Instead, most people go through the day like zombies – watching TV…listening to someone else’s music…surfing the Internet…chatting…schmoozing…distracting themselves…

The passengers on the plane act like zombies…watching other zombies on TV…listening to music…reading airport novels….

Then, on the screen in front of us, there’s a fellow selling…gold! He’s the second one we’ve seen. “Should you own gold,” is the caption on the screen. A man named Scott Carter is advising customers to buy the yellow metal. Apparently, his company has been in the business for 50 years…

Hmmm… This is something new. The last time we saw gold on TV was an ad for a fellow who was BUYING gold. “Got gold? You can get CASH” was last year’s ad. The advertiser told viewers that they should take advantage of high gold prices to get rid of their unwanted jewelry…exchanging it for cold, hard cash.

Only the cash wasn’t all that hard, after all. That was about a year ago. And today, the cash is worth about 20% less than the gold.

But who cares? We’re talking zombies here. Who cares what happens to them?

When the zombies start buying gold, though, the bull market enters its last stage. Ordinary people do not own gold now. They do not understand that the financial system is in jeopardy. And they cannot imagine that the dollar is not a safe place for their wealth.

As for inflation, they’re for it. They have mortgages to pay. And for many of them, those mortgages are higher than the value of their houses. They’d like to see their debts reduced, by inflation.

They’d like to see their assets lifted up by inflation too. And their earnings.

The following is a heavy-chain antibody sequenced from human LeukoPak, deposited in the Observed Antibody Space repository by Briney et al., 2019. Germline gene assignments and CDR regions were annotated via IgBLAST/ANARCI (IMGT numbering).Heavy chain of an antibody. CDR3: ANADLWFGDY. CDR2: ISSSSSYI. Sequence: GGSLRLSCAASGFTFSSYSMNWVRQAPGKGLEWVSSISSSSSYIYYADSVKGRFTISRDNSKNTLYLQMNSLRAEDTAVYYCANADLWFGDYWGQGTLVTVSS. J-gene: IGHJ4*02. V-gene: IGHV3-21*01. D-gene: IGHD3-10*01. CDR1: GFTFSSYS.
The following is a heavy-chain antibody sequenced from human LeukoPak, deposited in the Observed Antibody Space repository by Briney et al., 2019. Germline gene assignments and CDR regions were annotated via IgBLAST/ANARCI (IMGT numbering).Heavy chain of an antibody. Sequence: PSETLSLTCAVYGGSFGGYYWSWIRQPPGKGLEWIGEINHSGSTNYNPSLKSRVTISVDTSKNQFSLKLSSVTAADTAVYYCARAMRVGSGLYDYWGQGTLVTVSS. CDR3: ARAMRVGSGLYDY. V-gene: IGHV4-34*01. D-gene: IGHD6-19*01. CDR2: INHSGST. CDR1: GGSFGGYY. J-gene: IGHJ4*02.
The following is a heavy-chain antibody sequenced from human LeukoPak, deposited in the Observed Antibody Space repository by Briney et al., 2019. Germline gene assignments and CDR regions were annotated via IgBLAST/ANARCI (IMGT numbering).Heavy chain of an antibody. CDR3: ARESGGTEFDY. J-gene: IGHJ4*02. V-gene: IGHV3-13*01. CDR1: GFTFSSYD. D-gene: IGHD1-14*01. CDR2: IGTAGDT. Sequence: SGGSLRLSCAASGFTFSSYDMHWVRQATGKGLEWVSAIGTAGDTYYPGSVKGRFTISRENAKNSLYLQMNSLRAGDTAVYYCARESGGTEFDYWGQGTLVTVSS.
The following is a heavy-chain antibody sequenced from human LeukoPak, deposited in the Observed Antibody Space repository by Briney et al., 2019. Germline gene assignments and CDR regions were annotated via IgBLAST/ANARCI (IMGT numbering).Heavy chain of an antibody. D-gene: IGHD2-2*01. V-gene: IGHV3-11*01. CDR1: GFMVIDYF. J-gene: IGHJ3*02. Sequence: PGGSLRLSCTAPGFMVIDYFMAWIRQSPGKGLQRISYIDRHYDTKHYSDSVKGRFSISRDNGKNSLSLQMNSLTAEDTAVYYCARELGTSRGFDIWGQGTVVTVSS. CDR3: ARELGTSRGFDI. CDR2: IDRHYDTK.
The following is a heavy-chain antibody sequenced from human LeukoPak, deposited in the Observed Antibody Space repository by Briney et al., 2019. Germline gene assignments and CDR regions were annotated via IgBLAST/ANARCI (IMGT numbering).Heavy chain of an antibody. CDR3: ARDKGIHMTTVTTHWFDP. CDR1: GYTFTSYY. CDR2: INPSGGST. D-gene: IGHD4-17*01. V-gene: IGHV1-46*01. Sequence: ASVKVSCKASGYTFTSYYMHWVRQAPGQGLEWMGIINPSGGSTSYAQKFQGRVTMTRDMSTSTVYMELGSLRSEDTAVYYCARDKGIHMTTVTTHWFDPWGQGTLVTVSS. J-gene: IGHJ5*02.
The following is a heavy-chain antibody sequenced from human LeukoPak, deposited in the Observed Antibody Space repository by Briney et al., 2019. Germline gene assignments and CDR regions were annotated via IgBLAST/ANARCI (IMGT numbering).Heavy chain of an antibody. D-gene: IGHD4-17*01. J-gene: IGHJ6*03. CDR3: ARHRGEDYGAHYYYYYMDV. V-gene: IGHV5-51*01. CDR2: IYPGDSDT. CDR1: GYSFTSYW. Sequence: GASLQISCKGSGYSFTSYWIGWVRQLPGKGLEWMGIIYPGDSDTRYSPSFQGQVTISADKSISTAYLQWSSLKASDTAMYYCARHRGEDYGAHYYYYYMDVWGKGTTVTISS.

Okay… Inflationary increases are not “real”. The real value of the assets doesn’t increase, just because nominal prices go up. But the zombies don’t know that.

Bill Bonner
for The Daily Reckoning

When Zombies Buy Gold originally appeared in the Daily Reckoning. The Daily Reckoning, offers a uniquely refreshing, perspective on the global economy, investing, gold, stocks and today’s markets. Its been called “the most entertaining read of the day.”

Read more here:
When Zombies Buy Gold




The Daily Reckoning is a contrarian e-letter, brought to you by New York Times best-selling authors Bill Bonner and Addison Wiggin since 1999. The DR looks at the economic world-at-large and offers its major players – investors, politicians, economists and the average consumer – some much-needed constructive criticism.

Uncategorized

Durable Goods Fall, But Business Spending is Up

September 27th, 2010

As Chuck informed all of you on Friday, I have got the conn on the Pfennig today and tomorrow as he was called down to Jacksonville for a few meetings. As always, Chuck left me with a few tidbits to get me going, so I’ll kick off today’s missive with Chuck’s view of the markets: